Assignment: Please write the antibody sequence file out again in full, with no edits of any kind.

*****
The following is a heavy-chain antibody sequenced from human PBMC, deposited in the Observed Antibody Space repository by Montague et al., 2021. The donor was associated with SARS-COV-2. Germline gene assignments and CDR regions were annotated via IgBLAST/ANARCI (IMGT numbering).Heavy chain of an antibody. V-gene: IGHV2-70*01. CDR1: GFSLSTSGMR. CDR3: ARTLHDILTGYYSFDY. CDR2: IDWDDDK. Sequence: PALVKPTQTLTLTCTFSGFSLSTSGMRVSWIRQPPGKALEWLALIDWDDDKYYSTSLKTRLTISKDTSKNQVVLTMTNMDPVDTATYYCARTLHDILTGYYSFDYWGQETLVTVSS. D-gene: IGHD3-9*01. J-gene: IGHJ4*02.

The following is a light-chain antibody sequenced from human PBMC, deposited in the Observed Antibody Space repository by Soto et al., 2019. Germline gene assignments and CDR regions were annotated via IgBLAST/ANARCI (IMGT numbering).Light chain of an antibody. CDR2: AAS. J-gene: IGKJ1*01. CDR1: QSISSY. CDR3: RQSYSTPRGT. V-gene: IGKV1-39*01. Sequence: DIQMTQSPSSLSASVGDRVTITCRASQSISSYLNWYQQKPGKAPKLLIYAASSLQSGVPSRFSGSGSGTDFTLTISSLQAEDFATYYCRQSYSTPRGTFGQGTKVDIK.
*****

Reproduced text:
The following is a heavy-chain antibody sequenced from human PBMC, deposited in the Observed Antibody Space repository by Montague et al., 2021. The donor was associated with SARS-COV-2. Germline gene assignments and CDR regions were annotated via IgBLAST/ANARCI (IMGT numbering).Heavy chain of an antibody. V-gene: IGHV2-70*01. CDR1: GFSLSTSGMR. CDR3: ARTLHDILTGYYSFDY. CDR2: IDWDDDK. Sequence: PALVKPTQTLTLTCTFSGFSLSTSGMRVSWIRQPPGKALEWLALIDWDDDKYYSTSLKTRLTISKDTSKNQVVLTMTNMDPVDTATYYCARTLHDILTGYYSFDYWGQETLVTVSS. D-gene: IGHD3-9*01. J-gene: IGHJ4*02.

The following is a light-chain antibody sequenced from human PBMC, deposited in the Observed Antibody Space repository by Soto et al., 2019. Germline gene assignments and CDR regions were annotated via IgBLAST/ANARCI (IMGT numbering).Light chain of an antibody. CDR2: AAS. J-gene: IGKJ1*01. CDR1: QSISSY. CDR3: RQSYSTPRGT. V-gene: IGKV1-39*01. Sequence: DIQMTQSPSSLSASVGDRVTITCRASQSISSYLNWYQQKPGKAPKLLIYAASSLQSGVPSRFSGSGSGTDFTLTISSLQAEDFATYYCRQSYSTPRGTFGQGTKVDIK.